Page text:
Wilfrid "Billy" Coutu Boston Bruins 1926
From the Boston Bruins 1926-27 Team-Signed Media Guide.
Wilfrid Arthur "Billy" "Wild Beaver" Coutu - Born March 1, 1892 in North Bay, Ontario – Died February 25, 1977 in Sault Ste. Marie, Ontario was a Canadian professional ice Hockey defenceman.
Coutu turned professional with the Montreal Canadiens in 1916–17, the last season of the NHA. He stayed with the Canadiens when the new NHL formed for 1917–18. During the Stanley Cup playoffs in 1919, Coutu and four other teammates contracted influenza and were hospitalized. The 1919 Stanley Cup series was cancelled.
After playing the 1920–21 NHL season with the Hamilton Tigers, Coutu was traded back to Montreal prior to the start of the 1921–22 NHL season, along with Sprague Cleghorn, in exchange for Harry Mummery, Amos Arbour, and Cully Wilson, in the NHL's first multiple-player trade.
Wearing No. 9, Coutu was named Canadiens captain in 1925-26, replacing Sprague Cleghorn. After the 1925–26 NHL season, Coutu was deemed expendable and traded to the Boston Bruins in exchange for defenceman Amby Moran who ultimately played just 12 games for the Canadiens.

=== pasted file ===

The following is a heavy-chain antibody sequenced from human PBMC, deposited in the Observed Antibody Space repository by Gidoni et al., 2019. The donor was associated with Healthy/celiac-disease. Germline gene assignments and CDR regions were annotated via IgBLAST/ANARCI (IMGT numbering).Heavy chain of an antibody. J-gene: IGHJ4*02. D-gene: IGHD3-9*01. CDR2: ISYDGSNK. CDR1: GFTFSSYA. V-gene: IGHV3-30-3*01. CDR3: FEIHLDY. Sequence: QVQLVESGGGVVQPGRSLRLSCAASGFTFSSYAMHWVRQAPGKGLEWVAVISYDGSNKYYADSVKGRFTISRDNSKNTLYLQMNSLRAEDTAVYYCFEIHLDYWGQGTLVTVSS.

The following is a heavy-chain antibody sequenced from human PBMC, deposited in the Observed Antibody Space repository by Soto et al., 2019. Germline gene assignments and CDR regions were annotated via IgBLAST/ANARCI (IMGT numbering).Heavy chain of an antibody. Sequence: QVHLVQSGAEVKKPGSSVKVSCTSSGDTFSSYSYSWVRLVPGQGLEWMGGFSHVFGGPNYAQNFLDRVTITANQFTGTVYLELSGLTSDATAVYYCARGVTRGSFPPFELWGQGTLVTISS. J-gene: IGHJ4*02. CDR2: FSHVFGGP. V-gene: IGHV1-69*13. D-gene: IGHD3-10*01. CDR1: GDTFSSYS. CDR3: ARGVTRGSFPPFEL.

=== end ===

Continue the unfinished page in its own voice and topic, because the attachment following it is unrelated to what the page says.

During his first practice with the Bruins, Coutu body-slammed Eddie Shore. Coutu's forehead hit Shore's skull, severing Shore's ear. Shore visited several doctors who wanted to amputate the ear, but finally found one who sewed it back on. After refusing anaesthetic, Shore used a mirror to watch the doctor sew the ear back on. Shore claimed Coutu used his hockey stick to cut off the ear, and Coutu was fined $50; Shore later recanted and Coutu's money was refunded.
At the end of Game 4 of the 1927 Stanley Cup, Coutu started a bench-clearing brawl, apparently at the request of coach Art Ross, by assaulting referee Jerry Laflamme and tackling referee Billy Bell in the corridor. As a result, he was expelled from the NHL for life; the longest suspension to date. On October 8, 1929, the suspension was lifted so that Coutu could play in minor professional leagues. He never played in the NHL again, although he was reinstated in 1932–33 at the insistence of Leo Dandurand.